Cycling is like life. Cycling with no goal is meaningless. What meaning is there cycling in circles? Or living aimlessly? Meaning comes from direction and destination. Join me in my life's journey on a mountain bike :)

Blogging since 2003. Thank you for reading :))

Sunday, September 27, 2009

Privilege cycling

Sep distance: 309 km

Woodlands, 48 km. In mass affluent Singapore, there's privilege banking. But privilege cycling is foreign though Singapore has more high-end bicycle shops than any other city in ASEAN. One month after Tour de Timor, I reflect on the privilege of cycling in a government-sanctioned race where roads are closed for us, and food, safety and security provided for over five days. In 2003, hardened ex-communists welcomed us with respect after we cycled the length of Peninisula Malaysia to Betong. In 2005, I had a police escort all the way from the middle of the causeway to Kuala Lumpur . This cyclist is not as welcome in his own country, even in cycling-designated spots. The only time privilege was given on a large scale was 2009's OCBC Cycle Singapore, when roads were totally closed for the route (50 km for a few hours). Still, what a privileged life cycling I've had :) And I'd no close calls on the road today.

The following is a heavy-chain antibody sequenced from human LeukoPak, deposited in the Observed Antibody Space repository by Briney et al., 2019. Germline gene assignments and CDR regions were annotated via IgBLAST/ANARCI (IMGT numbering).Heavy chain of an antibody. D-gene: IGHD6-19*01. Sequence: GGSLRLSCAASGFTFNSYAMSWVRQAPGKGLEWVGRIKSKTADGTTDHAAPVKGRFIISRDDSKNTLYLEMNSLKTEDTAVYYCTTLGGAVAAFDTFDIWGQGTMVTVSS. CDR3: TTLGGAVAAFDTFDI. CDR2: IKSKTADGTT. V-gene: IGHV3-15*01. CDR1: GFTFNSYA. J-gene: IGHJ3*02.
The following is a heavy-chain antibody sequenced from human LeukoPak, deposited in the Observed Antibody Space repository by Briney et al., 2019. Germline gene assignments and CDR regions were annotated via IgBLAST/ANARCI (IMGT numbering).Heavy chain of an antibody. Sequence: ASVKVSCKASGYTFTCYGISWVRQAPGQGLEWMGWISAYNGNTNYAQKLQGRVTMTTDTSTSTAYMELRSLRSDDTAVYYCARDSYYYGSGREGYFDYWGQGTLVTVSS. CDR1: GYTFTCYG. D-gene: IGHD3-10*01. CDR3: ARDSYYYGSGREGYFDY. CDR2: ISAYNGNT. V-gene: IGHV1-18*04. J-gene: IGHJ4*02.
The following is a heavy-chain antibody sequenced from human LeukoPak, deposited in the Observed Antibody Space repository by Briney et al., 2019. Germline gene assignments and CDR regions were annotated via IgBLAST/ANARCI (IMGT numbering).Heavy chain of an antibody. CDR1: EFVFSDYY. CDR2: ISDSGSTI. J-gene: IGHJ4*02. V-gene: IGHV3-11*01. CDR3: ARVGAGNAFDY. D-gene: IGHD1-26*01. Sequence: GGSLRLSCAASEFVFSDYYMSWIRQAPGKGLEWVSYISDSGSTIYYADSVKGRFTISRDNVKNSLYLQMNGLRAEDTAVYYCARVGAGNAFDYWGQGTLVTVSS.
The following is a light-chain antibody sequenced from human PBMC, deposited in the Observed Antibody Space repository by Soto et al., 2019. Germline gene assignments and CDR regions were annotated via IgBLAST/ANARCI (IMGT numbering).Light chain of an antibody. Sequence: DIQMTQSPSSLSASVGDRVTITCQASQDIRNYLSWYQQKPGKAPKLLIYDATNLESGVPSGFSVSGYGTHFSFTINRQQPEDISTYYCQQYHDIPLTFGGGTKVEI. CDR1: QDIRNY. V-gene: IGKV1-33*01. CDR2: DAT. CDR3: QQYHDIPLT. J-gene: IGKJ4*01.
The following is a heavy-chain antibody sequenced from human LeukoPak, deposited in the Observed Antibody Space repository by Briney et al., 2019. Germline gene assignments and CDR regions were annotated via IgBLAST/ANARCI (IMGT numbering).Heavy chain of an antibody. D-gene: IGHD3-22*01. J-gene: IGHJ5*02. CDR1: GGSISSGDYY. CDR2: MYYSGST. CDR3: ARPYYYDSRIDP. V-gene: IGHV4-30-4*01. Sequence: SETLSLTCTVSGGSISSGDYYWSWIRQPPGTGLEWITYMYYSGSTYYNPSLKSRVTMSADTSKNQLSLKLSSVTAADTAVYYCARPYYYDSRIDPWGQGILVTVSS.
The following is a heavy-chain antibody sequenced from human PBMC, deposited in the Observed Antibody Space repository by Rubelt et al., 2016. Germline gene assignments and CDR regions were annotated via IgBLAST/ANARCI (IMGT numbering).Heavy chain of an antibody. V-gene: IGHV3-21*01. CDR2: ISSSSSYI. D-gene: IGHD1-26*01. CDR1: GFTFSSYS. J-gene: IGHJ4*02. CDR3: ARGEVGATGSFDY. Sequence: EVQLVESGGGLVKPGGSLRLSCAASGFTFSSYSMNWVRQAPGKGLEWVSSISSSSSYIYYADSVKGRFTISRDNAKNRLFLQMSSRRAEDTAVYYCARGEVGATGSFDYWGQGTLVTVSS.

Monday, September 21, 2009

Positive spin

Tuas, 112 km. I never thought I'd fight the urge to cycle. First I read, then I lunch, then look for excuses. For an hour, I look at a weather map to see where rain falls and figure out where the wind blows. The odds are 1/4 cardinal points that I won't get wet. Excuses, excuses. When the sun is out, it's too hot. If it's overcast, it might rain. So I ride. As far west, as far south as I can, till the road runs out. I marvel at compact Singapore. North is Sungei Buloh nature reserve, where migrating birds stop. South is an industrial complex. Here, I almost collide with a dragonfly. In both places, wide, empty spaces. Should've brought my camera. It's cloudy. When the sun peeks out, hues of orange and pink burst out. Instead of snapping photos, something else snaps: my sunglasses. It stays on my face anyway. A car (in the wrong lane) nearly hits me. Later on, another car hangs back to let me get in lane. How quickly the weather changes. I keep above my cruising speed but the sky opens 30 minutes before I get home. Rain stings, brakes barely work. I can barely see; no wipers on glasses. I remove them; the first time I cycle with contact lenses and no eye protection. Water gushes by the roadside. I get wetter than at Timor river crossing. I'm glad I didn't bring my camera. And the pouring rain has washed away the encrusted Timor dirt from my bike.

Sunday, September 20, 2009

A different spin